Third, use “Relative Math” to solve problems. By supplying authentic data, these questions make for math that can get quite involved (quick, what’s 22,271 divided by 2,985?). Even the on-screen calculator function can be a trap – it does not recognize order-of-operations nor does it provide you with an Excel-style transcript of the information you typed in, so typos or logical mistakes can be unforgiving. Your advantage, though, comes in the fact that this section is still not about your ability to “crunch numbers,” but rather to make efficient, effective decisions. In the problem above, just recognizing that 22,271/2,985 is going to be bigger than 7 (which would be 21,000/3,000) is likely enough to answer the question. Don’t do the math until you have to – and by paying attention to relative data you will find that you often don’t have to.
Accepted: How have your test prep materials and courses changed to prepare students for the IR section?
Brian from Veritas Prep: Beginning in March, we offered our classes the option of covering the IR section in class with our then-draft lesson. At that point, most students were planning to take the test before June, so most classes declined but students still had access to our IR handout and recorded video lesson. Since then, for any class that would finish after May 15, students cover our new IR lesson in class (taking up 2/3 of the Analytical Writing Assessment lesson, which has been cut in half since only o ne essay remains), and our practice tests now involve an IR section, as well.
Perhaps more interestingly, we found in creating the IR lesson that it’s quite transferable to other sections of the exam. IR fits really nicely with the rest of the course, helping to engage students deeper with mental math; highlight visually some of the subtle fallacies they fall for in Critical Reasoning; sharpening their question-stem-focused philosophy for Reading Comprehension and other questions, etc. We sought to create an effective Integrated Reasoning lesson, and we feel confident that we did; what pleasantly surprised us in the end, however, was that Integrated Reasoning made our overall course incrementally stronger, so we’re very excited about that. And that’s not just commentary on our lesson – students should know that Integrated Reasoning is right at the core of what the GMAT likes to test overall, so students’ IR study time will have a carryover effect to the rest of the exam if they’re paying attention to common themes and concepts.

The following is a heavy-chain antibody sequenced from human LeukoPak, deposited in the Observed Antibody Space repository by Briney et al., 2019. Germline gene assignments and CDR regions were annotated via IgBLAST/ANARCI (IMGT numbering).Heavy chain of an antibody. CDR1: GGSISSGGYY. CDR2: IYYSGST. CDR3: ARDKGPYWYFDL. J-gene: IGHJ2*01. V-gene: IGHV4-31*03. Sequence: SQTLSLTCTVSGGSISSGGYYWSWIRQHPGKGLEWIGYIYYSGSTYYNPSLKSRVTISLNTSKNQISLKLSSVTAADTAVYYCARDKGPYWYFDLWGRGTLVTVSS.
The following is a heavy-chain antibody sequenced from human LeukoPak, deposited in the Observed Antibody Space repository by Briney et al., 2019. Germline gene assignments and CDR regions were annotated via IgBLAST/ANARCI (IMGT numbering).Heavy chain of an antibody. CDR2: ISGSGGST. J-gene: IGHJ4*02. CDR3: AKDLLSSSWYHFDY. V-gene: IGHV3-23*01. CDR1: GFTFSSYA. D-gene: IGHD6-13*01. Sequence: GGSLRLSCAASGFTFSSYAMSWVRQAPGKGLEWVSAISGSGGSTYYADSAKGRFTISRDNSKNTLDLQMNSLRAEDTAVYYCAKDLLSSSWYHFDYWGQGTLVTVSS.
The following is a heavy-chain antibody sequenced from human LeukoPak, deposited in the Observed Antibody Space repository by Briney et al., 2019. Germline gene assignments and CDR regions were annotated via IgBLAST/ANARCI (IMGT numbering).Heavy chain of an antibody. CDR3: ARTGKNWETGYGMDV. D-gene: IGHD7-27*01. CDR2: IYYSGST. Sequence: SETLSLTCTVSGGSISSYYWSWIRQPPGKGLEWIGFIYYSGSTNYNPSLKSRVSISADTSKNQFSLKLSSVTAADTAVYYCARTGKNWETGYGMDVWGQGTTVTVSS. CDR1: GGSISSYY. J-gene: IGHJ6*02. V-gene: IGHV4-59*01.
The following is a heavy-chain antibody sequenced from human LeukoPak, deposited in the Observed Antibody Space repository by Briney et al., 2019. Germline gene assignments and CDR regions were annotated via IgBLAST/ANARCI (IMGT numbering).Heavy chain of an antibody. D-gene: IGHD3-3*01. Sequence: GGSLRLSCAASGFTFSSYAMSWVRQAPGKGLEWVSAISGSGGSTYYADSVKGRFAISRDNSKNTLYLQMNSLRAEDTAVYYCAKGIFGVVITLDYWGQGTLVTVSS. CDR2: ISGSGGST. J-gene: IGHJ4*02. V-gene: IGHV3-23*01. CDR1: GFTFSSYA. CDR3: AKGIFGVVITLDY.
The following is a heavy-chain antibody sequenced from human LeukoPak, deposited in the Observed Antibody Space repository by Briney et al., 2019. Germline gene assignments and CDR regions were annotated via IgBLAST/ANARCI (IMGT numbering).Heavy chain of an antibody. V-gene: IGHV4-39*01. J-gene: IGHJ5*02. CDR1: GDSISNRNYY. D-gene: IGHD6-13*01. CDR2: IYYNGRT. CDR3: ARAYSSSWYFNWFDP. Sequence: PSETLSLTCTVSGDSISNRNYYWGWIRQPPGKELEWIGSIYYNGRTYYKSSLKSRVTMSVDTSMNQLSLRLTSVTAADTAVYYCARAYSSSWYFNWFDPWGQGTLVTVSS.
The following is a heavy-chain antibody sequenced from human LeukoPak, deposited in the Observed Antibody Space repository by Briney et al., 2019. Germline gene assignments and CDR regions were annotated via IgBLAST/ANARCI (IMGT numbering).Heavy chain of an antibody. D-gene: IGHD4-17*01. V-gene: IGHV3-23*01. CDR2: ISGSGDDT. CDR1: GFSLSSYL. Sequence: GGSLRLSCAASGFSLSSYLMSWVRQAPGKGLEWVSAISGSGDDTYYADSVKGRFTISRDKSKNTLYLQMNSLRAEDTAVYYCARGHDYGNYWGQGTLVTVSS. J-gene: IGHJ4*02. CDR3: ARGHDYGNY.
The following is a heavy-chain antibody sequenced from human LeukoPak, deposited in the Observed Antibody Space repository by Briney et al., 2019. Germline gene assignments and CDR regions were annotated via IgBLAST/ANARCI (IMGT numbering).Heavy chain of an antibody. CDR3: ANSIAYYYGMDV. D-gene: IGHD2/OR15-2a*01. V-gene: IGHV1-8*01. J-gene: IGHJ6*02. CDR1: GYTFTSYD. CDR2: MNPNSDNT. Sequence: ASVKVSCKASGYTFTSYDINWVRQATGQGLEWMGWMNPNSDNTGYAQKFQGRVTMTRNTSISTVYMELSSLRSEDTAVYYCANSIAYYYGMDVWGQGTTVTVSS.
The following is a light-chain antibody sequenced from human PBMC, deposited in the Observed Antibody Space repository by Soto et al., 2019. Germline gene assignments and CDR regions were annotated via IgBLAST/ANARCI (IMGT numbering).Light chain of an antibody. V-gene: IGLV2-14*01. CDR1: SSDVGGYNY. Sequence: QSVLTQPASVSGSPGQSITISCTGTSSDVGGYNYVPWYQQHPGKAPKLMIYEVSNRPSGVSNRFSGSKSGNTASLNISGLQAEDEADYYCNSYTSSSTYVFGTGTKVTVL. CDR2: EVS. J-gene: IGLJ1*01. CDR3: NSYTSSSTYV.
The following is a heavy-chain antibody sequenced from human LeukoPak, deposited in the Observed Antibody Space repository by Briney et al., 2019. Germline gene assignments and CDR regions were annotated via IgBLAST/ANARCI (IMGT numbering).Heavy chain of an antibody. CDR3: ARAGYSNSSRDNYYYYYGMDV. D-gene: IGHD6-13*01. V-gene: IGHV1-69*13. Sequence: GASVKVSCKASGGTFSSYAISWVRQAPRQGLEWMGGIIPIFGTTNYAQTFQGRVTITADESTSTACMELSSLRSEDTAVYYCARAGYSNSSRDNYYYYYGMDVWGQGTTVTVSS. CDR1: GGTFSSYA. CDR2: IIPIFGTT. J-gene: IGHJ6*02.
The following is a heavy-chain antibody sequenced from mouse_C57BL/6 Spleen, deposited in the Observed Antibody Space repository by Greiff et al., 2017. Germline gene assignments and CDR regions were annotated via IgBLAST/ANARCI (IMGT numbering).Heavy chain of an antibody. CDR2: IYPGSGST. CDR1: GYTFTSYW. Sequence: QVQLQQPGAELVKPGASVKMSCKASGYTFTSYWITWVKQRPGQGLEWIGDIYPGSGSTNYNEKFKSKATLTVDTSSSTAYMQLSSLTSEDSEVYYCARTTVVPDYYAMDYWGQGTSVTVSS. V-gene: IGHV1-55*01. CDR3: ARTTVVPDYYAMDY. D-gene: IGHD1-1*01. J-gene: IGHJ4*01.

Accepted: For 2013 applicants, do you think schools will make heavy use of the IR score and treat it as reliable and predictive as the other GMAT sections? Or do you believe they will rely more on the tried and true elements of the GMAT and less on IR this year?
Brian from Veritas Prep: That’s a great question and really well-worded. “Reliable” and “Predictive” are two hallmarks of GMAT scoring, and those things can only be determined and sharpened over time. GMAC itself has even offered that it will adjust the percentile scoring monthly through the end of 2012 – GMAC knows that the next couple years are the proving ground for IR as they zone in on what the scores mean, and track how those scores correlate to success in business school. GMAC has always been very transparent and conscientious about its reliability and predictability, and it’s not trying to sneak a new question type past anyone. IR is going to be a process – it’s a glimpse into the future of standardized testing but even the designers of the question types themselves would likely say that Integrated Reasoning 2012/2013 is more of a tool-in-development for schools than it is a reliable predictor of student success.